Step two, sketchbooks.

Friday, July 1st, 2011

What started that June in the kitchen did not stop. I’m not sure what it was that set this project apart from others I had attempted, but despite having no final vision or driving story, I let my ideas wander in real time and slowly began to fill up a sketchbook with my original storyboards. One sketchbook wasn’t enough, so I filled a second one (and thus decided the story would be structured in two parts.) As for my writing process, some days I was very intentional about my narrative, and then some days I was completely aimless and often surprised by what I came up with. The results of those two markedly different approaches somehow twisted together to form a story, though not without its holes. Going forward, I had no idea how the story would end, and as I drew closer to the final pages I was very worried that I’d dug a hole I couldn’t get out of. The only guide I had was my characters, and many writers will tell you that characters can really get out of hand quickly.

At some point in the first twenty pages or so I attempted to give myself a parameter, or maybe it was more of a prompt. I decided to shoot for nine chapters, and loosely base each chapter on one of the fruits of the Spirit. That is, love, joy, peace, patience, kindness, goodness, faithfulness, gentleness, self-control. Not that I wanted to write a Sunday School lesson, but rather that these virtues might be among the underlying themes of each chapter. However, this idea began to fall apart around chapter five (kindness) and eventually I felt I was fighting the natural progression of the story for the sake of one of my self-imposed parameters, so I let that idea go. Traces of the “fruit” may still be evident in the story (in fact, I hope it is) but subsequent editing may have chopped up and diluted that concept even more.

While this sketchbook process did set the groundwork for the story, much of it changed in rewrites. Still, I think it was an incredibly valuable part of writing, because it got me very familiar with my characters, and even the environment that they would inhabit. You don’t spend 9 months drawing someone and not come away better acquainted.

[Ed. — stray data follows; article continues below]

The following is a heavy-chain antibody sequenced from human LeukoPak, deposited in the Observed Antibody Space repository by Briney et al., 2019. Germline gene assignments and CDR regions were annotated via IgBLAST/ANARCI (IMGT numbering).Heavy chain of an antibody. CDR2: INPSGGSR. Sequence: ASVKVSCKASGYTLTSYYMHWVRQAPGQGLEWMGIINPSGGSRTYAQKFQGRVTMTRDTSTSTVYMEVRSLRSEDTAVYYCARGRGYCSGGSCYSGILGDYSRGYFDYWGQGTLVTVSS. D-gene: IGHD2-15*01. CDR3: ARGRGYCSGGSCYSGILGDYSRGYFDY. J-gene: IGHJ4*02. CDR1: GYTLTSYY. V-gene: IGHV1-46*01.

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How it All Started

Wednesday, June 29th, 2011

It was June, 2008.  I was 26 years old, living in Madison, Wisconsin. I had been drawing some form of comics for over 15 years, and had been dreaming of making a graphic novel for the last 10 of them. In college I had taken a few stabs at it, but it was a daunting task, to write and illustrate a feature-length comic novel, and by then I’d become inured to my growing collection of incomplete projects. Still, the work of graphic novelists before me inspired me, and the comic storyteller inside me would not relent, and so one summer afternoon I opened my sketchbook to a blank page, mindlessly doodled a strange dinosaur-man, and the story began.

I was in my kitchen when this happened. I looked at the doodle and wondered about him. What would life be like for a man with such reptilian features? What would his relationships be like? Would he be bitter? Angry? Self-pitying? Or would he be relentlessly optimistic? Kind and fair in spite of the hand(s) he’d been dealt (so to speak)? I couldn’t simply imagine what would happen to him, I had to visualize it. So I began sketching a scenario in loose comic format, where the man was at a gas station attempting to purchase a snack that was just out of his reach. What else would I have him do – I was in the kitchen, presumably eating. I immediately introduced him to another character, a young woman without physical handicap, who helped him reach his snack. Such a simple action, but it impressed the man I was now calling “Rex.” The two began an improvised conversation, in which I began to figure him, and also her, out. It eventually turned into Picket Line’s introduction, after a few revisions, and you can read that here.

That’s how it all started, one little doodle that grew and grew. More on that process to come. Stay tuned in the coming weeks for more behind-the-scenes content and sneak peeks. Eat ’em up!


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